I have personally been on Yahoo email since it was released in 1997 (almost 20 years!). I remember how cool it was to have an email address that would live independently from my school, work and ISP accounts. This was especially cool because I lived in Silicon Valley and all three of those emails tended to change every few years. I have been a loyal user of Yahoo mail even when seemingly better or more popular alternatives were available (Gmail, AOL, me.com, Hotmail, etc.).
Well, today is the day that I may finally consider making the move to another service.
Turns out that way back in 2014 Yahoo lost access control for over at least 500 million accounts. Even though they were aware of the claim for at least the past couple of months, they are just now admitting that it is, in fact, true.
Yahoo is trying to say and do the right things by stating that a “state-actor” was responsible, that the FBI is aware, and that users should change their password and turn on a second factor authentication. But they go on to minimize the issue by using phrases including state-sponsored attacks “have become increasingly common” and “Yahoo and other companies have launched programs to detect and notify users.” As if it is just business as usual to notify customers and move on…
Well, this time Yahoo may very well be facing an existential crisis. Already besieged by business execution issues and enduring a sale to Verizon, this may be the straw that breaks the camel’s back. Since this breach occurred in 2014 and wasn’t properly communicated or handled in a timely manner, it may very well give Verizon an “out” or a reason to renegotiate.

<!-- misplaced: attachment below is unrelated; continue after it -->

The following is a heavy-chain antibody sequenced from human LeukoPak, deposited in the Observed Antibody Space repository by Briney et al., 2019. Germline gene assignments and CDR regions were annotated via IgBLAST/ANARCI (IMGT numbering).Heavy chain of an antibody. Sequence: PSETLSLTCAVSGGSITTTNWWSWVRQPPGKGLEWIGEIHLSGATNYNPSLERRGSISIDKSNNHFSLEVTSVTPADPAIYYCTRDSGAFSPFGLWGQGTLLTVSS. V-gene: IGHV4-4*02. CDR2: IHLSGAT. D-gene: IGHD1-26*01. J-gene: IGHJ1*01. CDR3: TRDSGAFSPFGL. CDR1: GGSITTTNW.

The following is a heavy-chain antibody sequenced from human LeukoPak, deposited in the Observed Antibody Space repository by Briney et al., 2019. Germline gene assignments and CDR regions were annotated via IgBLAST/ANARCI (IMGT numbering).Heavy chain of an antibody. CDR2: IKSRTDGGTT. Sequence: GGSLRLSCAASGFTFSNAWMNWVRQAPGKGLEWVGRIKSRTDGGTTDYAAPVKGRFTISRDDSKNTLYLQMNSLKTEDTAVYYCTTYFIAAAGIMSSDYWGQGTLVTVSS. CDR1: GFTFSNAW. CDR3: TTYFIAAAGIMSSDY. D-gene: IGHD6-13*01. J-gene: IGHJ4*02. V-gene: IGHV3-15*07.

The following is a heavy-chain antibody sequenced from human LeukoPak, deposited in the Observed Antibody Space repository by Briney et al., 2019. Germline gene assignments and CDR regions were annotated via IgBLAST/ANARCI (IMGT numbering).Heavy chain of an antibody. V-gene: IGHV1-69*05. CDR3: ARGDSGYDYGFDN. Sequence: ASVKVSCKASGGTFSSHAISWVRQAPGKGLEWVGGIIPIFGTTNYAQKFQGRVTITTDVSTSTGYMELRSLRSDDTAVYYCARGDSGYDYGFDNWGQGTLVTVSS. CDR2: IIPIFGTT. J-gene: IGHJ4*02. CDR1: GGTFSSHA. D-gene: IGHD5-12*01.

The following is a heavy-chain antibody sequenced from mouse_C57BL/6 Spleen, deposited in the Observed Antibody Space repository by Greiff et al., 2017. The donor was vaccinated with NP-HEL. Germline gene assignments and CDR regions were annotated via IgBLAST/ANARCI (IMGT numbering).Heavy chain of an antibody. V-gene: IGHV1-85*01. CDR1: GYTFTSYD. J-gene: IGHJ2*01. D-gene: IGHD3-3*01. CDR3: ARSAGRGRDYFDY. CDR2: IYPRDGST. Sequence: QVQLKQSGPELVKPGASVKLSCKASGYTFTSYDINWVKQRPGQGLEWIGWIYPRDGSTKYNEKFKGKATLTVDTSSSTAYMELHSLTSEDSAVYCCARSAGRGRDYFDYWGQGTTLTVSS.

Yahoo has been doing a recent bit of “closing the barn door after the horses are gone” by encouraging users to use an alternative factor to the password with what they call “Yahoo Account Key.” We certainly recommend that users enable second factor authentication to their important accounts, not share passwords between accounts and use a good password manager.
But this is less of a story about 500 million user accounts being stolen (which is astonishing enough) and more about how lax security and poor handling of incidents can impact the very existence of a company. The stakes for properly securing access to corporate resources and handling security incidents couldn’t be higher.
Centrify recently surveyed thousands of consumers and found that two-thirds are likely to stop doing business with an organization that has been breached. Businesses shouldn’t wait until after they are breached to offer more secure access control than a simple username and password. If they do, their judgement and trustworthiness certainly should be called into question.
Now, all I have to do is change my email contact info with my doctor, satellite TV provider, mortgage company, relatives, credit cards, utilities, school loans, car loans, social security, voter registration, pharmacy, neighbors, wine club, Apple account, postal service, friends, house cleaners, internet provider, dentist…hmmm.
To find out more about how businesses like yours can better secure access to important resources for your employees, partners and customers check out the webinar or download the booklet “Securing Enterprise Identities For Dummies.”